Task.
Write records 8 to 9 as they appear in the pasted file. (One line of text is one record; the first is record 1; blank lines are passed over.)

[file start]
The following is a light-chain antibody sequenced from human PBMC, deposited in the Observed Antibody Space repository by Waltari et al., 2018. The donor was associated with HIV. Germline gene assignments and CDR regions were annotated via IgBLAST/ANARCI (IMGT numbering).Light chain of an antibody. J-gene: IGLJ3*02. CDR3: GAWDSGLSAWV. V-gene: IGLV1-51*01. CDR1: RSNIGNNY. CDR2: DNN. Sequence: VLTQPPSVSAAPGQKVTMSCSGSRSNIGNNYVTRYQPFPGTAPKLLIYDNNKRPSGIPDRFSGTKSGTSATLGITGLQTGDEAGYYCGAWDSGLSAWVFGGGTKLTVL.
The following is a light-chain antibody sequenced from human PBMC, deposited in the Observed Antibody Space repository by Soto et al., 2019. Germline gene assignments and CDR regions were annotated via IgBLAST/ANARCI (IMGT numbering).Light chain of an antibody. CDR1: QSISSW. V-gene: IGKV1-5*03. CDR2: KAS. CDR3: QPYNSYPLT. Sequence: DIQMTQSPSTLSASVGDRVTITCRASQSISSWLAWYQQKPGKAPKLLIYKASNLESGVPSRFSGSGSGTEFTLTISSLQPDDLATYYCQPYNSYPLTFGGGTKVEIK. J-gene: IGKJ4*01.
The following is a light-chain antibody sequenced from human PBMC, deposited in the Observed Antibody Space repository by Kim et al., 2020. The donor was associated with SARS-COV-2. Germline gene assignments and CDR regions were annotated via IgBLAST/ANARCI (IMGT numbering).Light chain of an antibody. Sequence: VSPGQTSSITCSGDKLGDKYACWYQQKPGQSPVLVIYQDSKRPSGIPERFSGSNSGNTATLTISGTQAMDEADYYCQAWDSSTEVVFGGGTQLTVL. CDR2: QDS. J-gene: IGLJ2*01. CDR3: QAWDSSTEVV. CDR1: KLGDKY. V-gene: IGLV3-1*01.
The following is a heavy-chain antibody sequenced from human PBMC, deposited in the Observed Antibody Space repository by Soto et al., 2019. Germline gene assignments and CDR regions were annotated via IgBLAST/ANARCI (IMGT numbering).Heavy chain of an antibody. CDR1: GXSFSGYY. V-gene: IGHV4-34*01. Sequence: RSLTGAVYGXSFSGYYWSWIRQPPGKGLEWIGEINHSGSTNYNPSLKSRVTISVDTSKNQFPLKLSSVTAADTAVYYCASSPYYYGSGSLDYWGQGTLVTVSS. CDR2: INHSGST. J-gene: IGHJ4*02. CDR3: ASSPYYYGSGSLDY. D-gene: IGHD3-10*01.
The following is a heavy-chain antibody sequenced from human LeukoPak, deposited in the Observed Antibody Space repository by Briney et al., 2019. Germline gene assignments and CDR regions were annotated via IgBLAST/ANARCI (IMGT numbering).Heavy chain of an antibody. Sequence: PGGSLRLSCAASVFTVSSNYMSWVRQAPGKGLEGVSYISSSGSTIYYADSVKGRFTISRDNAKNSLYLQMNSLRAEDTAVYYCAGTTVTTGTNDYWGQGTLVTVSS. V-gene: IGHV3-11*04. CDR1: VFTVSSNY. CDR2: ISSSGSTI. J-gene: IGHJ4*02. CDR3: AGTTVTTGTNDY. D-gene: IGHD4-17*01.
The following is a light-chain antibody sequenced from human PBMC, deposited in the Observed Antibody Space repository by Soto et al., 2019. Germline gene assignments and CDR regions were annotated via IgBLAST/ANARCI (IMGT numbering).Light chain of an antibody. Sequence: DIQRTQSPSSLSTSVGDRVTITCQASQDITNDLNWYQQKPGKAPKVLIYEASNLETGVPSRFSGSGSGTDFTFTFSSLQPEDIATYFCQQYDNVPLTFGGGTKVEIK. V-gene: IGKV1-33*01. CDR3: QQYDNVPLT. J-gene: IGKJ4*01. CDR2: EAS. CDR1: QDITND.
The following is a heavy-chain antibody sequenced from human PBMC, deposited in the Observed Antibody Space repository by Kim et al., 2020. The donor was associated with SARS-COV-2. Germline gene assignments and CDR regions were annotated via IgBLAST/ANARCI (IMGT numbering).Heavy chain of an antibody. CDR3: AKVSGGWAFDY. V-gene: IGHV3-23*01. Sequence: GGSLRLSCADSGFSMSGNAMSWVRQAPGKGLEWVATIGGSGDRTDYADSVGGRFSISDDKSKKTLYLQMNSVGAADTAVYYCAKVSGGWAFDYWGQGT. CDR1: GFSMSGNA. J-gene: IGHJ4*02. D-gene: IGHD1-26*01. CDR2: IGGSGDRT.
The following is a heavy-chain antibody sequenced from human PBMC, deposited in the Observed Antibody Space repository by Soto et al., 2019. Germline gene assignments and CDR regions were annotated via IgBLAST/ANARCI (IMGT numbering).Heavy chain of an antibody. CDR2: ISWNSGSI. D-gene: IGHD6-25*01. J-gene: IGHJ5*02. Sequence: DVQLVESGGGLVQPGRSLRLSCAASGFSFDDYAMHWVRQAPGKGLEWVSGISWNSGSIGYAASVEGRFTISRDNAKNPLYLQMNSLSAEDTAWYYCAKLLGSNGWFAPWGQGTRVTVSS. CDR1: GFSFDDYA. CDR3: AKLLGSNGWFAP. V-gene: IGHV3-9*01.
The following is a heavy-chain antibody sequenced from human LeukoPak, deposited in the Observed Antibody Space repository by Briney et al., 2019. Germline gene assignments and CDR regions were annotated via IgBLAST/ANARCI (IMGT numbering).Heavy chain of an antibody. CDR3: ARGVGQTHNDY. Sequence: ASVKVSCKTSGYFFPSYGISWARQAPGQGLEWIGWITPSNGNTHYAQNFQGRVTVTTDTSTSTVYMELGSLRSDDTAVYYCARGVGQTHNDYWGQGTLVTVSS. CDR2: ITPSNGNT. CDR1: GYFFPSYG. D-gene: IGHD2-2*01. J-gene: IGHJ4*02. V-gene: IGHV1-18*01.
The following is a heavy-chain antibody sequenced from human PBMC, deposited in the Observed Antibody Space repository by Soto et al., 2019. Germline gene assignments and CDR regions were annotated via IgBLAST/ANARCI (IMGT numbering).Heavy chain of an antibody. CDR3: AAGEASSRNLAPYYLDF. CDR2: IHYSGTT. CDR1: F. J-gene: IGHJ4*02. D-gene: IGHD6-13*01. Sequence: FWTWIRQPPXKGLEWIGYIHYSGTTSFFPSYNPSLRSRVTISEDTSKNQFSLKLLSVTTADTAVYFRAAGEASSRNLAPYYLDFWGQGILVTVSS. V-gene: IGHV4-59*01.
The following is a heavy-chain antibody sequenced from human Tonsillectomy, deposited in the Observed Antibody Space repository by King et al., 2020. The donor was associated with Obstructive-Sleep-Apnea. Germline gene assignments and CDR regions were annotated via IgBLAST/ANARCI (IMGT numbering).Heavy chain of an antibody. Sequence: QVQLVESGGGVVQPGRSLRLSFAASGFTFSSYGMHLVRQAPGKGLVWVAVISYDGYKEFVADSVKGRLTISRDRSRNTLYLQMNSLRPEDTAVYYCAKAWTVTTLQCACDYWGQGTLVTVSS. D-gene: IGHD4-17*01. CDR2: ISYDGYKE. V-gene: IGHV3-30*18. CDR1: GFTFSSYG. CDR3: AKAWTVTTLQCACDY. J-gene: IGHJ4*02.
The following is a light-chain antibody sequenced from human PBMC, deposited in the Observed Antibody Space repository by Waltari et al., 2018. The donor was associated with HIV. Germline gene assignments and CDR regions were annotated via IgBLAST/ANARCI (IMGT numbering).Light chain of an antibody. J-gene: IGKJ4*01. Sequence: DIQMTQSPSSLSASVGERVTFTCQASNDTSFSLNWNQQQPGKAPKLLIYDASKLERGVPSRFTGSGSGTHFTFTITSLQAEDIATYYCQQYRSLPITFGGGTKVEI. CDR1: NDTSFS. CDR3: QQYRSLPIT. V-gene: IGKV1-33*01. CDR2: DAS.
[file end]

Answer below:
The following is a heavy-chain antibody sequenced from human PBMC, deposited in the Observed Antibody Space repository by Soto et al., 2019. Germline gene assignments and CDR regions were annotated via IgBLAST/ANARCI (IMGT numbering).Heavy chain of an antibody. CDR2: ISWNSGSI. D-gene: IGHD6-25*01. J-gene: IGHJ5*02. Sequence: DVQLVESGGGLVQPGRSLRLSCAASGFSFDDYAMHWVRQAPGKGLEWVSGISWNSGSIGYAASVEGRFTISRDNAKNPLYLQMNSLSAEDTAWYYCAKLLGSNGWFAPWGQGTRVTVSS. CDR1: GFSFDDYA. CDR3: AKLLGSNGWFAP. V-gene: IGHV3-9*01.
The following is a heavy-chain antibody sequenced from human LeukoPak, deposited in the Observed Antibody Space repository by Briney et al., 2019. Germline gene assignments and CDR regions were annotated via IgBLAST/ANARCI (IMGT numbering).Heavy chain of an antibody. CDR3: ARGVGQTHNDY. Sequence: ASVKVSCKTSGYFFPSYGISWARQAPGQGLEWIGWITPSNGNTHYAQNFQGRVTVTTDTSTSTVYMELGSLRSDDTAVYYCARGVGQTHNDYWGQGTLVTVSS. CDR2: ITPSNGNT. CDR1: GYFFPSYG. D-gene: IGHD2-2*01. J-gene: IGHJ4*02. V-gene: IGHV1-18*01.